Lithium vs. valproate vs. olanzapine vs. quetiapine as maintenance monotherapy for bipolar disorder: a population-based UK cohort study using electronic health records.
Hayes JF., Marston L., Walters K., Geddes JR., King M., Osborn DP.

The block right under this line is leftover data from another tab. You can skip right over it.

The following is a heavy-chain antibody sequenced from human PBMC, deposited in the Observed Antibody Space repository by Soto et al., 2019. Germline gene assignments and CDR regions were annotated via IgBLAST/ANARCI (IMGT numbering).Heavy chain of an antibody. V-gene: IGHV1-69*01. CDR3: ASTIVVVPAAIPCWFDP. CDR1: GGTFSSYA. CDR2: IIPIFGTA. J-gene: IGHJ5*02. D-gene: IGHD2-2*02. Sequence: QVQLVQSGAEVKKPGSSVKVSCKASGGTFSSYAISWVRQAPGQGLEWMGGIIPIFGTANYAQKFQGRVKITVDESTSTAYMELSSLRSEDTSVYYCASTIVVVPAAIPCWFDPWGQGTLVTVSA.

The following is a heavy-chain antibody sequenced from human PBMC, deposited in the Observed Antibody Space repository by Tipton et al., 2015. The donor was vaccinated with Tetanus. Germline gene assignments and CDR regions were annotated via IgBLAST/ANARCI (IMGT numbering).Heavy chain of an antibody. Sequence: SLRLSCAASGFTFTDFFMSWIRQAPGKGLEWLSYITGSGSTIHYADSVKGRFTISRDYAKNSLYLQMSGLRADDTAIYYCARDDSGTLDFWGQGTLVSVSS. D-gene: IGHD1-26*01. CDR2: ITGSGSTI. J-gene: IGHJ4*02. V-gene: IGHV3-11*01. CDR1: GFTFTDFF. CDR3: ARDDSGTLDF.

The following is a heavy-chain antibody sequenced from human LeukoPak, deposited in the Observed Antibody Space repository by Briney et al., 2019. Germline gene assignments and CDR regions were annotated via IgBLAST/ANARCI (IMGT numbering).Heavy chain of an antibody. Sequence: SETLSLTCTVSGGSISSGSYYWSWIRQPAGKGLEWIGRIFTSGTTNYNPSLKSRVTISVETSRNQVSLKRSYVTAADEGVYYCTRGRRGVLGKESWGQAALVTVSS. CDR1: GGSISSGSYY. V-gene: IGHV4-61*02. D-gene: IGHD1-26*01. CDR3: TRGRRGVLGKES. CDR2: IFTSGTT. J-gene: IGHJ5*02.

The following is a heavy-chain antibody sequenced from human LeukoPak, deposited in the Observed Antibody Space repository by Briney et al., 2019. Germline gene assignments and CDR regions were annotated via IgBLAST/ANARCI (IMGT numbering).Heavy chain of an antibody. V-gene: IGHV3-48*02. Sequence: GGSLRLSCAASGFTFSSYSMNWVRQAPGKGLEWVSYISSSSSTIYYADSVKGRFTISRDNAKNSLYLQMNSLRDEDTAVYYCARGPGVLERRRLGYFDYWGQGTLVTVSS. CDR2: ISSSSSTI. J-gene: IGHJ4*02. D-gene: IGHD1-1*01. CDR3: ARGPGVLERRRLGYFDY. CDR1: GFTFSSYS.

It is unclear which maintenance treatment for bipolar disorder is superior in clinical practice. Randomized controlled head-to-head trials of available drugs either do not exist or are inconclusive. We aimed to compare rates of monotherapy treatment failure in individuals prescribed lithium, valproate, olanzapine or quetiapine by a population-based cohort study using electronic health records. 5,089 patients with bipolar disorder were prescribed lithium (N=1,505), valproate (N=1,173) olanzapine (N=1,366) or quetiapine (N=1,075) as monotherapy. Treatment failure was defined as time to stopping medication or add-on of another mood stabilizer, antipsychotic, antidepressant or benzodiazepine. In unadjusted analyses, the duration of successful monotherapy was longest in individuals treated with lithium. Treatment failure had occurred in 75% of those prescribed lithium by 2.05 years (95% CI: 1.63-2.51), compared to 0.76 years (95% CI: 0.64-0.84) for those prescribed quetiapine, 0.98 years (95% CI: 0.84-1.18) for those prescribed valproate, and 1.13 years for those prescribed olanzapine (95% CI: 1.00-1.31). Lithium's superiority remained in a propensity score matched analysis; when treatment failure was defined as stopping medication or add-on of a mood stabilizer or antipsychotic; and when treatment failure was restricted to more than three months after commencing the study drug. Lithium appears to be more successful as monotherapy maintenance treatment than valproate, olanzapine or quetiapine. Lithium is often avoided because of its side effect profile, but alternative treatments may reduce the time to being prescribed more than one drug, with potential additive side effects of these treatments.